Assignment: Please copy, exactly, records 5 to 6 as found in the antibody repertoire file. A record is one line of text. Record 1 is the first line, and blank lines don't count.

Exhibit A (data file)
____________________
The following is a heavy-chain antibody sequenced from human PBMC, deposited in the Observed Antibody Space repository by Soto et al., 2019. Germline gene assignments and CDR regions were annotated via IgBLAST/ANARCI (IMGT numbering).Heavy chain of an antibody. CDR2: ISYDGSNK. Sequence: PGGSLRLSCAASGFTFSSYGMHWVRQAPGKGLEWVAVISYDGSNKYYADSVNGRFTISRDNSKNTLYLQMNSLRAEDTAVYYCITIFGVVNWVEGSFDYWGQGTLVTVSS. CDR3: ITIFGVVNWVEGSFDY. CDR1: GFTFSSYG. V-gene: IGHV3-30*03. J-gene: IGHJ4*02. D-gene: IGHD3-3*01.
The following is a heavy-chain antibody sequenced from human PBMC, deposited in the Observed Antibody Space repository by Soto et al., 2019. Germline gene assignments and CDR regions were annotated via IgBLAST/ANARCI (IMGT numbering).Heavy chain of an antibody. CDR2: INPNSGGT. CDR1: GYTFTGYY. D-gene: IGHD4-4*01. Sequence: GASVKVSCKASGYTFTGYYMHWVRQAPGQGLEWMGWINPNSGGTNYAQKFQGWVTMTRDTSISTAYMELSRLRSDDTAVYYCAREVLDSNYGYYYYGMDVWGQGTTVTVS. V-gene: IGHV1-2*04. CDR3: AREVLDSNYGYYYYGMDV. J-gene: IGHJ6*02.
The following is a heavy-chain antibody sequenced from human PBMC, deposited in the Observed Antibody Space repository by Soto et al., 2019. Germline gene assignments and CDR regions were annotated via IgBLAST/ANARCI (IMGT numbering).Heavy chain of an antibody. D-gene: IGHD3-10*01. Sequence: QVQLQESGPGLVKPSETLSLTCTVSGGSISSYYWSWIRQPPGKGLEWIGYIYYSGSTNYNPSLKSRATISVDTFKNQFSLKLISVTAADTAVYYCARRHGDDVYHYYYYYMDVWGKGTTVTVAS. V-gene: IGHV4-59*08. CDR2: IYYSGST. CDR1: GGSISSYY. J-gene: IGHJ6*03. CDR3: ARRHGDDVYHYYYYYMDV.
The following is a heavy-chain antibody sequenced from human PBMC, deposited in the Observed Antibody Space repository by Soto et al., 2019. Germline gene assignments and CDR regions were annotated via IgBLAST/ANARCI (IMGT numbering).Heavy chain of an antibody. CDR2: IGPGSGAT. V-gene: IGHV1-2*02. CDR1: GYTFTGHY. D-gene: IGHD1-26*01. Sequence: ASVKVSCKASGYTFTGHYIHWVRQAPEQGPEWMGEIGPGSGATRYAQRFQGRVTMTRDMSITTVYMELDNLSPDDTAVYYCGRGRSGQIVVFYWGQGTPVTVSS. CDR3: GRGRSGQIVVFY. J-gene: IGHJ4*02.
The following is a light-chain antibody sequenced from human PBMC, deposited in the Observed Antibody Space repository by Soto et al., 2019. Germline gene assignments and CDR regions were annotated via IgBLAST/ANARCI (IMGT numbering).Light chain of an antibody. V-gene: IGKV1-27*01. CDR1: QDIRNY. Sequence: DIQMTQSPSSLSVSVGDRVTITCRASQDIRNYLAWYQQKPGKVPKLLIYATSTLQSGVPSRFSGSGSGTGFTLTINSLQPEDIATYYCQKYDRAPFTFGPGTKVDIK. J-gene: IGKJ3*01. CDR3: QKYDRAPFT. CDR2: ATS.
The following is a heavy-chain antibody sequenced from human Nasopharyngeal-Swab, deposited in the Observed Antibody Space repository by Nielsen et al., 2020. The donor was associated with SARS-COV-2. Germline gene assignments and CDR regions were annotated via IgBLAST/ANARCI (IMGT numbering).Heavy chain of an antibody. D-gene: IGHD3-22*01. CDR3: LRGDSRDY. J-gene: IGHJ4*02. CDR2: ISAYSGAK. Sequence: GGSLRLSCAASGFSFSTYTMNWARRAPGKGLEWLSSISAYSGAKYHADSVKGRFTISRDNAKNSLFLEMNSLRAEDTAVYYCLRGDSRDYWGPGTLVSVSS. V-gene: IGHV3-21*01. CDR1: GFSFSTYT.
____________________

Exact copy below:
The following is a light-chain antibody sequenced from human PBMC, deposited in the Observed Antibody Space repository by Soto et al., 2019. Germline gene assignments and CDR regions were annotated via IgBLAST/ANARCI (IMGT numbering).Light chain of an antibody. V-gene: IGKV1-27*01. CDR1: QDIRNY. Sequence: DIQMTQSPSSLSVSVGDRVTITCRASQDIRNYLAWYQQKPGKVPKLLIYATSTLQSGVPSRFSGSGSGTGFTLTINSLQPEDIATYYCQKYDRAPFTFGPGTKVDIK. J-gene: IGKJ3*01. CDR3: QKYDRAPFT. CDR2: ATS.
The following is a heavy-chain antibody sequenced from human Nasopharyngeal-Swab, deposited in the Observed Antibody Space repository by Nielsen et al., 2020. The donor was associated with SARS-COV-2. Germline gene assignments and CDR regions were annotated via IgBLAST/ANARCI (IMGT numbering).Heavy chain of an antibody. D-gene: IGHD3-22*01. CDR3: LRGDSRDY. J-gene: IGHJ4*02. CDR2: ISAYSGAK. Sequence: GGSLRLSCAASGFSFSTYTMNWARRAPGKGLEWLSSISAYSGAKYHADSVKGRFTISRDNAKNSLFLEMNSLRAEDTAVYYCLRGDSRDYWGPGTLVSVSS. V-gene: IGHV3-21*01. CDR1: GFSFSTYT.